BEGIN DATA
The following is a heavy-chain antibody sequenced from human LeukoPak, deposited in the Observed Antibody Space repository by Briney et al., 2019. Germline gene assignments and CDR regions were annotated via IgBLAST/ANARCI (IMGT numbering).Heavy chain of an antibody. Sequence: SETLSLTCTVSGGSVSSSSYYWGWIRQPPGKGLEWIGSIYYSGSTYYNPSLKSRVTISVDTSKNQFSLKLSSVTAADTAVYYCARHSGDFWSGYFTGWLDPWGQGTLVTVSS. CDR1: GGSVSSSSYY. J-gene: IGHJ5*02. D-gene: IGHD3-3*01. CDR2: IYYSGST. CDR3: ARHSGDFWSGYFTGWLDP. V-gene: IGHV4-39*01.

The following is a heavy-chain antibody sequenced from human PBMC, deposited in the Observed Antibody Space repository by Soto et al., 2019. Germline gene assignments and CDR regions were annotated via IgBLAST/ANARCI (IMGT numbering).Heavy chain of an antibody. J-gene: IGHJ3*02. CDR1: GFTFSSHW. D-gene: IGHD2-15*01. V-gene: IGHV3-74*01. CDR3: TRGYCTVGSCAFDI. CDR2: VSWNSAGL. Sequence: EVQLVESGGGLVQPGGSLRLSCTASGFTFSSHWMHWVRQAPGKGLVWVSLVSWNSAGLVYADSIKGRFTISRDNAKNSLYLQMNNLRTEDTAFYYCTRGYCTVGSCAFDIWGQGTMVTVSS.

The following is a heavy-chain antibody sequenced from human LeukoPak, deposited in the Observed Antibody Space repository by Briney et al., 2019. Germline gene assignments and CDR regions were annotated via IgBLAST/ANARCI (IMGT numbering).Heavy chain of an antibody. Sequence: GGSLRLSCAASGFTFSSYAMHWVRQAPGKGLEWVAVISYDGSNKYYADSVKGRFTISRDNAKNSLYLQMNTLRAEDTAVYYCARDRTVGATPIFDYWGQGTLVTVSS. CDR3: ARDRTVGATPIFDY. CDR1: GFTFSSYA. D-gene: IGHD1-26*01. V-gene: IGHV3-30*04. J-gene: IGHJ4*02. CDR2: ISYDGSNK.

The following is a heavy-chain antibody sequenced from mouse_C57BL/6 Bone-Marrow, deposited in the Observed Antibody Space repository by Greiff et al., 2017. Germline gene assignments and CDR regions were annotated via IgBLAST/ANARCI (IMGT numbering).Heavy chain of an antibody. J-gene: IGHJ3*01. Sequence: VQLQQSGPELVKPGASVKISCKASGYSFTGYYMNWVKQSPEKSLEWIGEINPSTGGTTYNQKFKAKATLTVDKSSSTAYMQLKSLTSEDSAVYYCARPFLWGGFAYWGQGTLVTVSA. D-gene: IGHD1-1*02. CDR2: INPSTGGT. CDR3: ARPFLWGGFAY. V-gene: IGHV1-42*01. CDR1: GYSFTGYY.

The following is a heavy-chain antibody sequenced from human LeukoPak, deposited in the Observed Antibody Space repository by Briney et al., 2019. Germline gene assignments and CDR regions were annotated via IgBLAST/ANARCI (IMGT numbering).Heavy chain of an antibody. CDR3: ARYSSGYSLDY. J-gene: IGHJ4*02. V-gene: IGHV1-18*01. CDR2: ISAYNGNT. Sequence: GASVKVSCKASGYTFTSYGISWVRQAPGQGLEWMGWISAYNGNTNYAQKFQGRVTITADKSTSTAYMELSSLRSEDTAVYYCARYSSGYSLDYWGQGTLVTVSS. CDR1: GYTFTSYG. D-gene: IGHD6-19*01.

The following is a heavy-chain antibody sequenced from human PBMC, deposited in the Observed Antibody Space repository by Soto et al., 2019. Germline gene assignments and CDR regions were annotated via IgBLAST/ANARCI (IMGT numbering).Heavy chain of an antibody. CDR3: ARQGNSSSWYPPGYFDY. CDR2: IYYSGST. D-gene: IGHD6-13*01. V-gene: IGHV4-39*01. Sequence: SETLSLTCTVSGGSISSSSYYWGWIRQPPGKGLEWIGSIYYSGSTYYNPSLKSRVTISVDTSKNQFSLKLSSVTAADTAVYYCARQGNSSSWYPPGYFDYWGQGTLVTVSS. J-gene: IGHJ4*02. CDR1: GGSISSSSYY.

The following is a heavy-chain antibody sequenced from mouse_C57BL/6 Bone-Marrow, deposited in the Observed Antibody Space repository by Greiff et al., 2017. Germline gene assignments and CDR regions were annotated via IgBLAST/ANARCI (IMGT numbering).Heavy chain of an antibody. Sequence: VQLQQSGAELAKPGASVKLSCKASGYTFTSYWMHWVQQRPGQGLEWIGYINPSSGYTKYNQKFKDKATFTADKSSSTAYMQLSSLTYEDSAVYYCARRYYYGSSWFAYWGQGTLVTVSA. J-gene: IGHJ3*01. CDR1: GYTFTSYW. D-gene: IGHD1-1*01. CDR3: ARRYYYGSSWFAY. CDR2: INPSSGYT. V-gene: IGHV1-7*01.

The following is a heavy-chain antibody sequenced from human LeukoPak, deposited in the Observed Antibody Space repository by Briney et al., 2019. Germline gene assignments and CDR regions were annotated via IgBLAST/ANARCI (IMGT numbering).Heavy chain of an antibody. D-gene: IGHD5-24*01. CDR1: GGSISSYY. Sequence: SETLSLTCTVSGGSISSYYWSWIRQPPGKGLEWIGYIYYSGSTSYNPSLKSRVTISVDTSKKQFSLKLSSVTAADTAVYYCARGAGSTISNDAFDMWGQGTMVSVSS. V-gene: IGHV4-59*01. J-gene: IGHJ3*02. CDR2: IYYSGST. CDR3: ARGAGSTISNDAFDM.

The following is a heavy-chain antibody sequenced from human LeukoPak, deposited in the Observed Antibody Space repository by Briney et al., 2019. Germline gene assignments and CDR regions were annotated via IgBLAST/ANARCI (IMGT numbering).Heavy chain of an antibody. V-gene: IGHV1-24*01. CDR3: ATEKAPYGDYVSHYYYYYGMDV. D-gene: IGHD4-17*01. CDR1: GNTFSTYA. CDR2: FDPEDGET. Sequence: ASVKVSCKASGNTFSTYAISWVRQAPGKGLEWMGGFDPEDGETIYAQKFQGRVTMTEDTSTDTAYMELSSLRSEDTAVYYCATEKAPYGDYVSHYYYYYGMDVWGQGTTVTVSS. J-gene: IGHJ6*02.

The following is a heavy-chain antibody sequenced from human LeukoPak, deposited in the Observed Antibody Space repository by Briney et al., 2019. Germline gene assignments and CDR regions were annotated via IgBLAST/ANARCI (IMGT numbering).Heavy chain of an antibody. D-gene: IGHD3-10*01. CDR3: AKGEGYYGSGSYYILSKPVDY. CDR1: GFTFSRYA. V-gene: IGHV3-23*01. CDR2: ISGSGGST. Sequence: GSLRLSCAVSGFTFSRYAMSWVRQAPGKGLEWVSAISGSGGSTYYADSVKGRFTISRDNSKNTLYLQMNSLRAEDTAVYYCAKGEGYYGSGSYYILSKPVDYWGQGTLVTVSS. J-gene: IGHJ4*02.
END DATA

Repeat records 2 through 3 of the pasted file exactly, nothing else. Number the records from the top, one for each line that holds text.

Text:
The following is a heavy-chain antibody sequenced from human PBMC, deposited in the Observed Antibody Space repository by Soto et al., 2019. Germline gene assignments and CDR regions were annotated via IgBLAST/ANARCI (IMGT numbering).Heavy chain of an antibody. J-gene: IGHJ3*02. CDR1: GFTFSSHW. D-gene: IGHD2-15*01. V-gene: IGHV3-74*01. CDR3: TRGYCTVGSCAFDI. CDR2: VSWNSAGL. Sequence: EVQLVESGGGLVQPGGSLRLSCTASGFTFSSHWMHWVRQAPGKGLVWVSLVSWNSAGLVYADSIKGRFTISRDNAKNSLYLQMNNLRTEDTAFYYCTRGYCTVGSCAFDIWGQGTMVTVSS.

The following is a heavy-chain antibody sequenced from human LeukoPak, deposited in the Observed Antibody Space repository by Briney et al., 2019. Germline gene assignments and CDR regions were annotated via IgBLAST/ANARCI (IMGT numbering).Heavy chain of an antibody. Sequence: GGSLRLSCAASGFTFSSYAMHWVRQAPGKGLEWVAVISYDGSNKYYADSVKGRFTISRDNAKNSLYLQMNTLRAEDTAVYYCARDRTVGATPIFDYWGQGTLVTVSS. CDR3: ARDRTVGATPIFDY. CDR1: GFTFSSYA. D-gene: IGHD1-26*01. V-gene: IGHV3-30*04. J-gene: IGHJ4*02. CDR2: ISYDGSNK.